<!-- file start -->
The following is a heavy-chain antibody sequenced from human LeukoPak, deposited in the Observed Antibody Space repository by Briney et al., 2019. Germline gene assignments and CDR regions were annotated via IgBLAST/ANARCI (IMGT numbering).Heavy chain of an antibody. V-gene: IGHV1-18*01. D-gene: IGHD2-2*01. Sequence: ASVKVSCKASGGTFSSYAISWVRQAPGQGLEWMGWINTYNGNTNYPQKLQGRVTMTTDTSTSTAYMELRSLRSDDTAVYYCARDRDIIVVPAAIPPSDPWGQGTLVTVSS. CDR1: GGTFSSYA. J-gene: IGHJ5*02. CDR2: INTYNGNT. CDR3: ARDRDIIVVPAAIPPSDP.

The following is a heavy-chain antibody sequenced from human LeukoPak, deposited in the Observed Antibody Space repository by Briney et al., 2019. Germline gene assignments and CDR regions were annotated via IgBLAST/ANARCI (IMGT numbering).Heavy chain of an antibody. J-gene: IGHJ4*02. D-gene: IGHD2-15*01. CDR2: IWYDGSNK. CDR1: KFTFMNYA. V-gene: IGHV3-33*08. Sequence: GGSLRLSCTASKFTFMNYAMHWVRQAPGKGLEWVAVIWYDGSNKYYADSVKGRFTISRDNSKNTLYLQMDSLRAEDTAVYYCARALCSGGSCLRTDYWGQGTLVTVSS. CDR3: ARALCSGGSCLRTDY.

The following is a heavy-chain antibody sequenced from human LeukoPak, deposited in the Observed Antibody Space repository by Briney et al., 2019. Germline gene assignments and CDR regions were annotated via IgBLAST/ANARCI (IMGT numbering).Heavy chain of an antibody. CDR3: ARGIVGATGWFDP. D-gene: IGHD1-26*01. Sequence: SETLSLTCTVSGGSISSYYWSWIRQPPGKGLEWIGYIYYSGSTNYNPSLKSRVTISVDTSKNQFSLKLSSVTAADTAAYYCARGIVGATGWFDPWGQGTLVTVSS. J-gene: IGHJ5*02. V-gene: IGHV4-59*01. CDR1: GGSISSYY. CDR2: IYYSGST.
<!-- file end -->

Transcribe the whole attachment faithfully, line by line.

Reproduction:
The following is a heavy-chain antibody sequenced from human LeukoPak, deposited in the Observed Antibody Space repository by Briney et al., 2019. Germline gene assignments and CDR regions were annotated via IgBLAST/ANARCI (IMGT numbering).Heavy chain of an antibody. V-gene: IGHV1-18*01. D-gene: IGHD2-2*01. Sequence: ASVKVSCKASGGTFSSYAISWVRQAPGQGLEWMGWINTYNGNTNYPQKLQGRVTMTTDTSTSTAYMELRSLRSDDTAVYYCARDRDIIVVPAAIPPSDPWGQGTLVTVSS. CDR1: GGTFSSYA. J-gene: IGHJ5*02. CDR2: INTYNGNT. CDR3: ARDRDIIVVPAAIPPSDP.

The following is a heavy-chain antibody sequenced from human LeukoPak, deposited in the Observed Antibody Space repository by Briney et al., 2019. Germline gene assignments and CDR regions were annotated via IgBLAST/ANARCI (IMGT numbering).Heavy chain of an antibody. J-gene: IGHJ4*02. D-gene: IGHD2-15*01. CDR2: IWYDGSNK. CDR1: KFTFMNYA. V-gene: IGHV3-33*08. Sequence: GGSLRLSCTASKFTFMNYAMHWVRQAPGKGLEWVAVIWYDGSNKYYADSVKGRFTISRDNSKNTLYLQMDSLRAEDTAVYYCARALCSGGSCLRTDYWGQGTLVTVSS. CDR3: ARALCSGGSCLRTDY.

The following is a heavy-chain antibody sequenced from human LeukoPak, deposited in the Observed Antibody Space repository by Briney et al., 2019. Germline gene assignments and CDR regions were annotated via IgBLAST/ANARCI (IMGT numbering).Heavy chain of an antibody. CDR3: ARGIVGATGWFDP. D-gene: IGHD1-26*01. Sequence: SETLSLTCTVSGGSISSYYWSWIRQPPGKGLEWIGYIYYSGSTNYNPSLKSRVTISVDTSKNQFSLKLSSVTAADTAAYYCARGIVGATGWFDPWGQGTLVTVSS. J-gene: IGHJ5*02. V-gene: IGHV4-59*01. CDR1: GGSISSYY. CDR2: IYYSGST.